For queries that are phrases, I assigned them to a vector that is the normalized mean of its word vectors. This is inspired by what FastText does in the source code for its “most similar search” capability.
The culmination of these years of research has turned our queries to vectors. At this point, they are useful as input features for various machine learning models, or to be further analyzed, as explained below.
Mapping to Features (Similarity Search)
We can map these query embeddings to any set of words based on their numerical similarities. Coursera has a database of thousands of skills, many of which are tied to course offerings. For example, the course Becoming a Changemaker: Introduction to Social Innovation by University of Cape Town teaches the skills “social entrepreneurship,” “sustainability,” and “resource management.” Besides connecting queries to this database of skills, this technique is widely extensible to other mappings, like with a list of different universities or words related to difficulty levels.
To compute the similarities between these two sets of vectors, the queries and the skills, I use Faiss, a library of C++ algorithms that stores the vectors in a huge matrix and builds an index of clusters based on their similarity.
This enables a precise yet efficient calculation of a query’s “nearest neighbors” across the set of skills, i.e. skills with the most similar embeddings, by focusing on clusters.
Once the queries are tagged with skills, they can be easily clustered and analyzed.
Let’s take a look at the skills whose associated queries lead to the highest rates of course enrollment.
Why does psychology enjoy so much attention from searchers yet have such a low enrollment rate? The top results from a search for “psychology” on Coursera are introductory courses and positive psychology courses. But psychology is a broad topic — could searchers want to learn the biological or computational aspects of the field? This requires further investigation of the data behind the queries tagged with “psychology.” This type of analysis clues us into the unmet needs of learners, enabling us to develop more relevant content to help learners achieve their goals.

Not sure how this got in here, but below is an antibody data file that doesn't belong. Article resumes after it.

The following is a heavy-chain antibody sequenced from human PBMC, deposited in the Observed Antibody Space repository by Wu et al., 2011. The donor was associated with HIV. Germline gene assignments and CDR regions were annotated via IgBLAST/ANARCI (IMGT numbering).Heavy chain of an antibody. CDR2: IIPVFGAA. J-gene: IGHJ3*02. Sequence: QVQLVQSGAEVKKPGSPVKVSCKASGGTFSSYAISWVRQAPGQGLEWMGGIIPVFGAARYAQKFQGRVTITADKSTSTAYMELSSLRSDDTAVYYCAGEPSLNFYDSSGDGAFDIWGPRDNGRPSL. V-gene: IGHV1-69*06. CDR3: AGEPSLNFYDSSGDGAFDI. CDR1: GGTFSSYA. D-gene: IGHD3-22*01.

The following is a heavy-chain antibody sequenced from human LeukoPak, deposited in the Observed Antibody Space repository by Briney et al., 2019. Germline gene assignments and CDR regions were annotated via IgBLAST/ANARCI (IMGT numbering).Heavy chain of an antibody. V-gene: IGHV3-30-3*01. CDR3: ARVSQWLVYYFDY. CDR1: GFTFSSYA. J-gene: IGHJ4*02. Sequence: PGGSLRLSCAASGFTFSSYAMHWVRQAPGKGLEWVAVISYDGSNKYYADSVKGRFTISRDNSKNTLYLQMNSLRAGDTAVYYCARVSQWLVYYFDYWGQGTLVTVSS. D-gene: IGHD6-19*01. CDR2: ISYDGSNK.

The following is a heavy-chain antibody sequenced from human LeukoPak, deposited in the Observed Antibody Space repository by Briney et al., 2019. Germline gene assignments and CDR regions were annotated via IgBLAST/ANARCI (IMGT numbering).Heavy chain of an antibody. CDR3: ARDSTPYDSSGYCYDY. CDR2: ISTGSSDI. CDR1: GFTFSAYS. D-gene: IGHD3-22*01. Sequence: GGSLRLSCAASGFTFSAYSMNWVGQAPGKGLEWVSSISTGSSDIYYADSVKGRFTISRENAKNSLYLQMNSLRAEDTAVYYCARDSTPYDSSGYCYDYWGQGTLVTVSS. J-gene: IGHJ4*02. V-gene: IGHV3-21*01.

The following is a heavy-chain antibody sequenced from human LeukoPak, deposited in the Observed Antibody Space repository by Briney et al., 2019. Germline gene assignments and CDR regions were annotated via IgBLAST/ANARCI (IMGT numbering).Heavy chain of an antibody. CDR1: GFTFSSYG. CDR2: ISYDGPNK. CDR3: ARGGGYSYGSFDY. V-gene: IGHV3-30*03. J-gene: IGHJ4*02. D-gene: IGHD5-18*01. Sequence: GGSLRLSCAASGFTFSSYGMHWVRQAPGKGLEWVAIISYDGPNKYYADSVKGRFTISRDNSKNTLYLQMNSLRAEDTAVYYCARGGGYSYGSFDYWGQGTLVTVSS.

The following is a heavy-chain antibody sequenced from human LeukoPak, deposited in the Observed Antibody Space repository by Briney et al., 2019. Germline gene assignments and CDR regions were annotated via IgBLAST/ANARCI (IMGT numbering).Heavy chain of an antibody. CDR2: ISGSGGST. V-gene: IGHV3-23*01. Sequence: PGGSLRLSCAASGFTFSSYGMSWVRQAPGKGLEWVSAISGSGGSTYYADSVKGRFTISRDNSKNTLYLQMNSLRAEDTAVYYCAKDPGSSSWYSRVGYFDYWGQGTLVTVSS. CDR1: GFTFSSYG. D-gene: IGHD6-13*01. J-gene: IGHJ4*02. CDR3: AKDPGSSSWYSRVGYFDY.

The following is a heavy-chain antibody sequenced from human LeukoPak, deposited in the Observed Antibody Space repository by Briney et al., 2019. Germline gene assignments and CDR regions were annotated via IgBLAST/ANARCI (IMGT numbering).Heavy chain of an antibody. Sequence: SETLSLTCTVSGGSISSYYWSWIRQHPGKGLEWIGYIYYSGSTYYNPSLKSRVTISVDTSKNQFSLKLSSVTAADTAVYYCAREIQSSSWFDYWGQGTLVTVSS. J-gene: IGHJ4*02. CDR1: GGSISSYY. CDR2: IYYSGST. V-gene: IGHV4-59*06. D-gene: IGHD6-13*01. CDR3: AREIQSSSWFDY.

These methods and statistics provide a fresh perspective into what learners are searching for, which has applications in understanding unmet demand. Developing new course content, improving course branding, and fine-tuning our recommendation systems are only a few of the possibilities. I also set up scripts to vectorize, tag, and analyze search queries daily for use in our rankings and recommendations models.
Although my exploration is in English for easy sanity checking, the Query2Vec pipeline can be used in other languages and limitless other contexts.
This project wouldn’t have been possible without Jaya Chavern’s mentorship and Allie Rogers’s search-related insights. Thank you to the many people across the Data Science and Engineering teams whose support and excitement gave my work momentum and purpose.
About the Author
Myra is an undergraduate student at Caltech. She was an intern at Coursera in the summer of 2019. Her curiosity about how the company makes data-driven decisions inspired this independent project, which she designed, explored, and built during the final three weeks of her internship.
If you’re interested in applying data science or engineering to advance the future of education, check out our open roles here.